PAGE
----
• Cindy Mundahl

Gaslighting Myself

You may have heard the term gaslighting used often these days, especially in politics, as people continually try to create alternate realities. Think “alternate facts” or the spread of conspiracy theories. Gaslighting is defined as a situation in which someone makes you question your own reality, but what happens when you are the one gaslighting yourself? This phenomena played out often at the height of my anxiety and I can still see this occurring occasionally today despite all of the work I’ve done to try and manage my anxiety.

Now that I can manage my anxiety, I often think back to times when I was so panicked that I began to question my own sanity. I could be sitting at my daughter’s swimming lesson in deep panic that I had an undiagnosed cancer that was coursing through my body at that very moment, yet I was doing nothing to stop its progress. I was aware that I was very likely the only parent on the pool deck with this fear and then I would wonder what was wrong with me that I couldn’t be rational like everyone else. The more I questioned why I wasn’t rational, the more irrational I became. I couldn’t see anyway out of the panic except to follow through on my irrational belief. I saw many doctors for the imagined diseases I believed I was afflicted with. I took up the time of doctors and nurses and spent money needlessly to assuage my deepest irrational fears and I couldn’t help myself from doing it. I felt powerless. The only power I felt was in seeing the irrational belief through to what I believed was the only conclusion that was acceptable; the one my panicked mind created.

Irrational fears lurked in my everyday life like thieves waiting to steal my sanity. If a maintenance light came on in my car, I needed it tended to immediately so I wouldn’t have to see its red glare staring at me every time I drove the car. I’m sure I overspent on car repairs just to get those red warning lights to stop taunting me that something dire was about to happen if I didn’t fix the issue immediately. Even though I was aware that I was likely being irrational, I couldn’t help myself. I didn’t have the wherewithal to calm myself, take a step back, sit with my feelings and let the anxiety pass. In my mind, there was no possible way for the anxiety to dissipate until I took the steps I was convinced I needed to be take to ensure that the problem was fixed, and not just fixed for the moment, but forever. I had the irrational sense that problems could be fixed forever if I just gave them immediate and thorough attention. I gaslit myself daily and as you can imagine, this took a tremendous toll on my health, hence the breakdown.

I look back on those times with sadness for how much I was suffering and a bit of disbelief that I was so irrational, but that’s what anxiety does, it continues to build unless you learn to manage it. I have incorporated practices in my life now that help me manage situations like those I mentioned when they happen now and I can see the progress I’ve made when I don’t freak out when a maintenance light comes on in my car. I lament the time and pain I caused other people when they became casualties to gaslighting myself. They are hard earned lessons for me now. I imagine that I spent thousands of dollars unnecessarily to try and alleviate my anxiety in those situations.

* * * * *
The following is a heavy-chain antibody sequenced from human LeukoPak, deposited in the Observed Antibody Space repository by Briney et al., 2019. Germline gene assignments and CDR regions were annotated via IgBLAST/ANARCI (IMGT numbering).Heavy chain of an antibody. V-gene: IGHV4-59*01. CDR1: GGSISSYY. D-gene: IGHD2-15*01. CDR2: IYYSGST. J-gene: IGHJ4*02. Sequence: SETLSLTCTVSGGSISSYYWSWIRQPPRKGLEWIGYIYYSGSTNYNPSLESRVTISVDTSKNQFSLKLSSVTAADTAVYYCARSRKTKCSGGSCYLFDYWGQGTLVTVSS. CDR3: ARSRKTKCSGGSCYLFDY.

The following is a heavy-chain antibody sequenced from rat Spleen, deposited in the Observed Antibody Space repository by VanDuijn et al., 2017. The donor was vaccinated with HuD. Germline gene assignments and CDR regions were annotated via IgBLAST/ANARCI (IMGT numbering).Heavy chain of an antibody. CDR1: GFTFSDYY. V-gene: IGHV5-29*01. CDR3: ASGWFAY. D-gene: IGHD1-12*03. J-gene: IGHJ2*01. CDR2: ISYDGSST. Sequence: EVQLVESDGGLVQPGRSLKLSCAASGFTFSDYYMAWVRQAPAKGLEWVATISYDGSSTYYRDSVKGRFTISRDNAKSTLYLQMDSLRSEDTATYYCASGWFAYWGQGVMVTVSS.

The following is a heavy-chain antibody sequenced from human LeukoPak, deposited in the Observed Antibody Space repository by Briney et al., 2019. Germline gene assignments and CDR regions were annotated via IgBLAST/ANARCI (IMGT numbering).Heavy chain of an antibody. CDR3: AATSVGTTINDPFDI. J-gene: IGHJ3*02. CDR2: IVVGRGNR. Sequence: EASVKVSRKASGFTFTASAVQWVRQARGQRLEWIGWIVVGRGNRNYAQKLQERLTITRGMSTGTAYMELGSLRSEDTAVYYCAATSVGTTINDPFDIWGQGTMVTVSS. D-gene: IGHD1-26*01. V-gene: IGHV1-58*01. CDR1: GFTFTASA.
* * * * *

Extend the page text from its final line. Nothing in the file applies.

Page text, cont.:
I can still gaslight myself on a smaller scale, especially when it comes to causes I deem worthy. I still have the urge to throw money at issues that cause me intense emotional pain such as when there is a mass shooting, an ICE (Immigration & Customs Enforcement) raid or when a black person is unnecessarily murdered by police. I now try to sit with my pain and determine if I’m wanting to act out of guilt, fear or to try and lesson the pain I'm feeling, or if there is a more genuine reason for wanting to take action. Meditation helps me tremendously to sit with my emotions and I also try not to allow myself to react immediately when I’m feeling pain. I've learned the hard way that when I act when I'm still in pain I only create more pain, both for myself and for others. I now sit with my pain for a day or more before acting. If the pain is still with me after a few days, I know I need to decide if I want to take action. I don’t always follow my plan to be intentional with my actions, but it’s a great comfort to know that I have a course of action so that I don’t fall back into old patterns of gaslighting myself.

Anxiety has been one of my greatest teachers in life and I hope that these posts are helpful to others that suffer from anxiety, or have loved ones that do. It can be very difficult and embarrassing to talk about our own experiences with anxiety, but in sharing my own personal experiences, I hope to destigmatize it so others may know that they are not alone and that it’s possible to manage and rise above anxiety. It does take a lot of work, a lot of experimentation with different methods of self-care and self-help, but it can be done. One of the greatest rewards in my life is when I can see the progress that I’ve made when I’m in a situation that would have sent me into a self-destructive panic a few years ago and I can now just watch the emotions float past me and know that in time they will dissolve without the need for any action on my part. Life is so much more enjoyable without the flames of panic licking at my heels and my hands not reaching out for the matches and gasoline.

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